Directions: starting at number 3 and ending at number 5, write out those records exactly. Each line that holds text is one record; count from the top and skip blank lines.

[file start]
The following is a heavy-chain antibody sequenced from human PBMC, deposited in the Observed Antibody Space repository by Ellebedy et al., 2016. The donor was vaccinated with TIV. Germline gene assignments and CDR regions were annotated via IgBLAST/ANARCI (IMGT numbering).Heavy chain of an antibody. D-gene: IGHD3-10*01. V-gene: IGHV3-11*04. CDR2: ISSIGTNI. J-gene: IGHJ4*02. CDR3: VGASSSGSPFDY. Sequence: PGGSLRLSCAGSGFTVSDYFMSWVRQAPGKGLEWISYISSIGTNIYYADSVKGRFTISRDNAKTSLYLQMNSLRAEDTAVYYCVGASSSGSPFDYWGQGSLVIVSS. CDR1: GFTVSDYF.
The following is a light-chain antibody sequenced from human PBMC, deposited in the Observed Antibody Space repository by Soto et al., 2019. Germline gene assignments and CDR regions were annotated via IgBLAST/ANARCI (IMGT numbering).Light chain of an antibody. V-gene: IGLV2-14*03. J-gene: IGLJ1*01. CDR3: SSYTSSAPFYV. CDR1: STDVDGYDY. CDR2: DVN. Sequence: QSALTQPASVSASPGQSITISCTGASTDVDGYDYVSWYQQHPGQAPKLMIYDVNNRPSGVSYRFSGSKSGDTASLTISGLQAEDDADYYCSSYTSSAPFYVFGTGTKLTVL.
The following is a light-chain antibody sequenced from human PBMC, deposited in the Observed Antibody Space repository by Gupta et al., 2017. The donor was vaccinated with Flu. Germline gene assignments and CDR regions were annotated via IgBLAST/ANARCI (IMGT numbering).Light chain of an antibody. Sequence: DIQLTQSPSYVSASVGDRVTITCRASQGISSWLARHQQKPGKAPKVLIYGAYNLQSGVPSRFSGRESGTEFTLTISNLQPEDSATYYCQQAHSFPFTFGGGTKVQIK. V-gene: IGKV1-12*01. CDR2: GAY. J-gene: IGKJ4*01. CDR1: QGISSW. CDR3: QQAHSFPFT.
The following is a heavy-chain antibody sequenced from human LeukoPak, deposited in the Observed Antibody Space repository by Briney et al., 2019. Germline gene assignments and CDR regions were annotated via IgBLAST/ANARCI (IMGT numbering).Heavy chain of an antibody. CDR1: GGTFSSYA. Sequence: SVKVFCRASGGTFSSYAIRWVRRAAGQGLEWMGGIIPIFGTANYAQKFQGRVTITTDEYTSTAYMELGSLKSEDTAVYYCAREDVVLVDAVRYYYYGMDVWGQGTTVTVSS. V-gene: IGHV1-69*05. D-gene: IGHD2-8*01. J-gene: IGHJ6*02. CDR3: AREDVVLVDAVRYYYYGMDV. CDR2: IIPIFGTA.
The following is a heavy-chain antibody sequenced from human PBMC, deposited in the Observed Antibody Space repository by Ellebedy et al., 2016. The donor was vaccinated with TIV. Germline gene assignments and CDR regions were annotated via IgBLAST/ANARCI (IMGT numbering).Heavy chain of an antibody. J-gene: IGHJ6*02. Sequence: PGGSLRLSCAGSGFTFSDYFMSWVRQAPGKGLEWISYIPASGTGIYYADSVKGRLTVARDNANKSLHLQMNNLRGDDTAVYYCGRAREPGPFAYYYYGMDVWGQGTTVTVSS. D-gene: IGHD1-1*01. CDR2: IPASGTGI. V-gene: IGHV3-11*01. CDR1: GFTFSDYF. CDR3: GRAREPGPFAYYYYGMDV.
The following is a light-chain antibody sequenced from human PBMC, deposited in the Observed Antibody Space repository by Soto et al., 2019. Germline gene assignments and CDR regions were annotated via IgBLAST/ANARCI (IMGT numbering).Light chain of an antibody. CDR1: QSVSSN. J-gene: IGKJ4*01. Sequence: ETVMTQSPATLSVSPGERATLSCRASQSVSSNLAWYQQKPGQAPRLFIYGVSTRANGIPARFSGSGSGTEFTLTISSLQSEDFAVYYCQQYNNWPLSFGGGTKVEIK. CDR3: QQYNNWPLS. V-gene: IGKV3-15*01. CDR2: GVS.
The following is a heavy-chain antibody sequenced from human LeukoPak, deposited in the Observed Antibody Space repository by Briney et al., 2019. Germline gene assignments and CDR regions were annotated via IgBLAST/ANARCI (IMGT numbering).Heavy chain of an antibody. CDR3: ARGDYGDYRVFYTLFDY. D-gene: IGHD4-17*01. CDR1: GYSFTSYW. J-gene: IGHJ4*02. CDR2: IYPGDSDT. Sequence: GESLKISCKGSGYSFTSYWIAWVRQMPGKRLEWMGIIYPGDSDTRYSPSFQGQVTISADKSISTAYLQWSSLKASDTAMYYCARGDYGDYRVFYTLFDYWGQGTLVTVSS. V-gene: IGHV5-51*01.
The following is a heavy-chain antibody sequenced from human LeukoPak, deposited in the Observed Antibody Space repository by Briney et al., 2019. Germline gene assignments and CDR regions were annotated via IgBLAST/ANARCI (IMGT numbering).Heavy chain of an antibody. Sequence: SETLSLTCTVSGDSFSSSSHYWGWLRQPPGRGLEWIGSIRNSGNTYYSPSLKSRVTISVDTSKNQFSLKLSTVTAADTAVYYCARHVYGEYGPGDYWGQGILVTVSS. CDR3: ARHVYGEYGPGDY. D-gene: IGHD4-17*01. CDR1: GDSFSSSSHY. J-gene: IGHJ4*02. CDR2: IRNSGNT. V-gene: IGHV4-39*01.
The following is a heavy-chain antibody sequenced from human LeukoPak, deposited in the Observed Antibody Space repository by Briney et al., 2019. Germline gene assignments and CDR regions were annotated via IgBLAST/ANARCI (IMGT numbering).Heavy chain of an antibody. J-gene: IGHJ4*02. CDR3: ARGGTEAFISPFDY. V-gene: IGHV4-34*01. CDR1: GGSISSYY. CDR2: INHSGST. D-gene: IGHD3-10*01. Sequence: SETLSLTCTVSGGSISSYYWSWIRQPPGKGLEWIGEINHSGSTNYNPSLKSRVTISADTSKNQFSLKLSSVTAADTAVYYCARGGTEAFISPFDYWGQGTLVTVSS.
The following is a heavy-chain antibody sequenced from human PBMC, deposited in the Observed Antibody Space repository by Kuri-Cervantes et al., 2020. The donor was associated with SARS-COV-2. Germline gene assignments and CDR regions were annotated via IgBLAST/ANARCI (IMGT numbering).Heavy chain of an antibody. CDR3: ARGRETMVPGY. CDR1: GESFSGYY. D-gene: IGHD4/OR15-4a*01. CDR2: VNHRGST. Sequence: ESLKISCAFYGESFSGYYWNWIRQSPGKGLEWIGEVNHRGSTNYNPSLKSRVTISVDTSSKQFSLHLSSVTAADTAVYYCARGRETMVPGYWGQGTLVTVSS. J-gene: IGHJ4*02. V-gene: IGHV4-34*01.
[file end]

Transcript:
The following is a light-chain antibody sequenced from human PBMC, deposited in the Observed Antibody Space repository by Gupta et al., 2017. The donor was vaccinated with Flu. Germline gene assignments and CDR regions were annotated via IgBLAST/ANARCI (IMGT numbering).Light chain of an antibody. Sequence: DIQLTQSPSYVSASVGDRVTITCRASQGISSWLARHQQKPGKAPKVLIYGAYNLQSGVPSRFSGRESGTEFTLTISNLQPEDSATYYCQQAHSFPFTFGGGTKVQIK. V-gene: IGKV1-12*01. CDR2: GAY. J-gene: IGKJ4*01. CDR1: QGISSW. CDR3: QQAHSFPFT.
The following is a heavy-chain antibody sequenced from human LeukoPak, deposited in the Observed Antibody Space repository by Briney et al., 2019. Germline gene assignments and CDR regions were annotated via IgBLAST/ANARCI (IMGT numbering).Heavy chain of an antibody. CDR1: GGTFSSYA. Sequence: SVKVFCRASGGTFSSYAIRWVRRAAGQGLEWMGGIIPIFGTANYAQKFQGRVTITTDEYTSTAYMELGSLKSEDTAVYYCAREDVVLVDAVRYYYYGMDVWGQGTTVTVSS. V-gene: IGHV1-69*05. D-gene: IGHD2-8*01. J-gene: IGHJ6*02. CDR3: AREDVVLVDAVRYYYYGMDV. CDR2: IIPIFGTA.
The following is a heavy-chain antibody sequenced from human PBMC, deposited in the Observed Antibody Space repository by Ellebedy et al., 2016. The donor was vaccinated with TIV. Germline gene assignments and CDR regions were annotated via IgBLAST/ANARCI (IMGT numbering).Heavy chain of an antibody. J-gene: IGHJ6*02. Sequence: PGGSLRLSCAGSGFTFSDYFMSWVRQAPGKGLEWISYIPASGTGIYYADSVKGRLTVARDNANKSLHLQMNNLRGDDTAVYYCGRAREPGPFAYYYYGMDVWGQGTTVTVSS. D-gene: IGHD1-1*01. CDR2: IPASGTGI. V-gene: IGHV3-11*01. CDR1: GFTFSDYF. CDR3: GRAREPGPFAYYYYGMDV.